Seattle Mandates Paid Sick Leave For Workers
Posted Wednesday, July 18, 2012 by Lisa Benedetti
Seattle is set to become the third major city in the country, after San Francisco and Washington, D.C. to mandate paid leave for employees to care for themselves or family members when ill, or fall victim to domestic violence. The paid leave legislation will take effect September 2012 and affect businesses with at least five full-time employees. Just recently, the city council voted 8-1 to mandate the paid leave legislation, and Mayor Mike McGinn is expected to sign the legislation into law.
According to the new legislation, the paid sick and safe days are aimed at promoting the safety, health and welfare of the people of the City of Seattle, and also to make sure that victims of domestic violence and sexual assault have time to participate in legal proceedings, obtain necessary services, and/or receive medical treatment. Proponents of the legislation see it as a way to allow businesses to succeed while also ensuring good working conditions for employees. Opponents of the legislation believe that it makes it more expensive to do business and more difficult to create jobs.
Below are some quick highlights of the new legislation:
Amount of Paid Time Required:
The maximum number of paid days that must be provided is stated clearly in the legislation. Businesses with 5 to 49 employees are required to provide at least one hour of paid time for every 40 hours, up to a required maximum of 40 hours per calendar year (5 days). Businesses with 50 to 249 employees are required to provide at least one hour of paid time for every 40 hours, up to a required maximum of 56 hours per calendar year (7 days). Businesses with 250 or more employees are required to provide at least one hour of paid time for every 30 hours, up to a required maximum of 72 hours per calendar year (9 days).
What is considered “sick time” and “safe time”?
The legislation defines paid “sick time” as absence resulting from an employee’s own mental or physical illness, injury or health concern, and/or absence resulting from the care of a family member for such. Paid “safe time” is defined as when employee takes time off because their place of business is closed by order of public official to limit exposure to infectious agent, biological toxin, or hazardous material, when they are accommodating to their child’s school closure, or if they are obtaining or assisting a family member in obtaining help in situations related to domestic violence, sexual assault, or stalking. The employer may request for documentation from the employee under certain circumstances.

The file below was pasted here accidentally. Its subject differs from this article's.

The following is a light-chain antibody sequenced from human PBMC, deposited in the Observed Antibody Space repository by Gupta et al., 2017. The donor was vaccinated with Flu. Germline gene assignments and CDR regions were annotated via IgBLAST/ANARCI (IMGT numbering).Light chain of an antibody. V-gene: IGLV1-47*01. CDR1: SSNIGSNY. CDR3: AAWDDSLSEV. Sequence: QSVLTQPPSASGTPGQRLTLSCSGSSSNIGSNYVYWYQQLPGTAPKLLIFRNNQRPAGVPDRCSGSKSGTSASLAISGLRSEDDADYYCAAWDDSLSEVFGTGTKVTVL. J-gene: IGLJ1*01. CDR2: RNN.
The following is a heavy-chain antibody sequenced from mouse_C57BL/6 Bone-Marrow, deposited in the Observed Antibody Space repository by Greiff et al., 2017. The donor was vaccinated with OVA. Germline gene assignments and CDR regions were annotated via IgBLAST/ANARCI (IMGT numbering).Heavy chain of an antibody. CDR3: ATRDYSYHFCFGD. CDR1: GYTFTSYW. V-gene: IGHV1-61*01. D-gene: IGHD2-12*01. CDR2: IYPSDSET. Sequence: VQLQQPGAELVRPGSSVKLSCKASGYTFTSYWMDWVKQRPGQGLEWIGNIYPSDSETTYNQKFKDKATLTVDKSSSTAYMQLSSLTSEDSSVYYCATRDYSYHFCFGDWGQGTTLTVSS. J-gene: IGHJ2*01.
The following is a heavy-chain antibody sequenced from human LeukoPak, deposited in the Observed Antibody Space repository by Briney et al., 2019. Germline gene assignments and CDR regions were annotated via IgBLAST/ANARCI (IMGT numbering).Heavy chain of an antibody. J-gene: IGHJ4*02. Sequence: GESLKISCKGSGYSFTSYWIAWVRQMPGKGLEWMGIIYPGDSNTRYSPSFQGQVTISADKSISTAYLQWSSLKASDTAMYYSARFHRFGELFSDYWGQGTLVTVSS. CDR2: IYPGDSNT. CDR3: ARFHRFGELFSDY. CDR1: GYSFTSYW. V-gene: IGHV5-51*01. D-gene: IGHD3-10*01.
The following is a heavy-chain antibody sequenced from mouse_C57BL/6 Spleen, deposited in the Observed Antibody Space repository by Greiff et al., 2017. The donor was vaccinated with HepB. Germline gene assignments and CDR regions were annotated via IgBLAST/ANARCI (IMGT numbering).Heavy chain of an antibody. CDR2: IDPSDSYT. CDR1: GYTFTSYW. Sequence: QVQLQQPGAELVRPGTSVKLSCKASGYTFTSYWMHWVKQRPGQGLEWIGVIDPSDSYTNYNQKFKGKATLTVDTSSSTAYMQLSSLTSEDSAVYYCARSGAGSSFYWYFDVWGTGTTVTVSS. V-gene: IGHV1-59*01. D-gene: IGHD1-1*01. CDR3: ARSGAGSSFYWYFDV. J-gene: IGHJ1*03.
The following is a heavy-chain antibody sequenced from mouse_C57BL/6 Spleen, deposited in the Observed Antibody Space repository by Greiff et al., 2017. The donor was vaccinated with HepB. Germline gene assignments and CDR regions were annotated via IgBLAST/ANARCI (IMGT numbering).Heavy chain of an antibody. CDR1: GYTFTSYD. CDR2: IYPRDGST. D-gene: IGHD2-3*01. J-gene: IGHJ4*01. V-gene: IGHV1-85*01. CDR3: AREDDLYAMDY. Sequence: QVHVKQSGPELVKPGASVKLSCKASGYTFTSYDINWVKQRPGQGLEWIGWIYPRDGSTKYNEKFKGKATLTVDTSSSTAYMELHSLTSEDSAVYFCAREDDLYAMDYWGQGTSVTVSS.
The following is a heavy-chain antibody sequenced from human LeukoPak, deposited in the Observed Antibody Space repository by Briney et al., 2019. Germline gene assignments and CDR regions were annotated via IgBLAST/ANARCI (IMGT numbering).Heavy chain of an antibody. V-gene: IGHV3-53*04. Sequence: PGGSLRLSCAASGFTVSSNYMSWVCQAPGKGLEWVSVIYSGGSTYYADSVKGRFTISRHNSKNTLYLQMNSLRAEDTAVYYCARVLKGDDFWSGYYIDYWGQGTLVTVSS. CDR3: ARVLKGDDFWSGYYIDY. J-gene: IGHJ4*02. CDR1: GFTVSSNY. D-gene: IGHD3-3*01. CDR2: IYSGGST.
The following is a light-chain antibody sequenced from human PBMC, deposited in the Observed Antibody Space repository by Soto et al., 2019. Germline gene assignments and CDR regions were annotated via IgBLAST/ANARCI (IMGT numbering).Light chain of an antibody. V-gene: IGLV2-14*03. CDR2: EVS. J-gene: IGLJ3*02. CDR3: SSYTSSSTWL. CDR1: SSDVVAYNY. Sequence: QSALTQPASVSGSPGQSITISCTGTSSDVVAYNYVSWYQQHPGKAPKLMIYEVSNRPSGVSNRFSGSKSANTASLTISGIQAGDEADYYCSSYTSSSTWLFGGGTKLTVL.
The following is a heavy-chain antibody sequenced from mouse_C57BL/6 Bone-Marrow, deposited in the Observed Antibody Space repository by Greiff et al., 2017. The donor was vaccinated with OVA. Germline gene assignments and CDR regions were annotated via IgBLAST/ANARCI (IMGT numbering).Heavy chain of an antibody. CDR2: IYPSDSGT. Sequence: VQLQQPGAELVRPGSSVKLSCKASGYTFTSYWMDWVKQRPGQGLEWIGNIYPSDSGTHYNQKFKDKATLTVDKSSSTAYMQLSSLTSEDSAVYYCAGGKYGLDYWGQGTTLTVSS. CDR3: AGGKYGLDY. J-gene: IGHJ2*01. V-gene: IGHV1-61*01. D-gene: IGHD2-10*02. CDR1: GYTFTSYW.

Existing PTO Policies:
Businesses with existing Paid Time Off (PTO) policies may not be required to alter their policies as long as it satisfies the minimum requirements set forth by the legislation.
Employees are allowed to carry over paid sick time and paid safe time to the following calendar year. However, employers with 5-49 employees do not have to allow their employees to carry over a combined total of paid sick time and paid safe time in excess of 40 hours; employers with 50-249 employees do not have to allow their employees to carry over a combined total of paid sick time and paid safe time in excess of 56 hours; and employers with 250 or more employees do not have to allow their employees to carry over a combined total of paid sick time and paid safe time in excess of 72 hours.
Employees would have to wait 180 days before using their paid leave if employed by a business with fewer than 250 employees. For larger businesses, employees would have only a 90 day waiting period before paid leave is available. Businesses also have a certain amount of time to implement the new requirements.Retaliation and Posting Requirements:
Employers may not take adverse action or discriminate against an employee because they have exercised in good faith, the rights protected under this legislation. Additionally, employers shall give notice to their employees of their rights under this legislation. The Agency shall create and make available to employers a poster and a model notice to be posted in English and Spanish, and any other languages that the Agency determine as necessary. An employer who willfully violates the notice and posting requirements of this section shall be subject to a civil fine in an amount not to exceed $125 for the first violation and $250 for subsequent violations. The legislation also sets forth requirements for the employer to keep records documenting hours worked by employees.
You can find a full text of the Seattle paid sick leave ordinance here
For information and legal advice concerning these developments, please contact Emily C. Rao at Pivotal Law Group, PLLC at (206) 340-2008.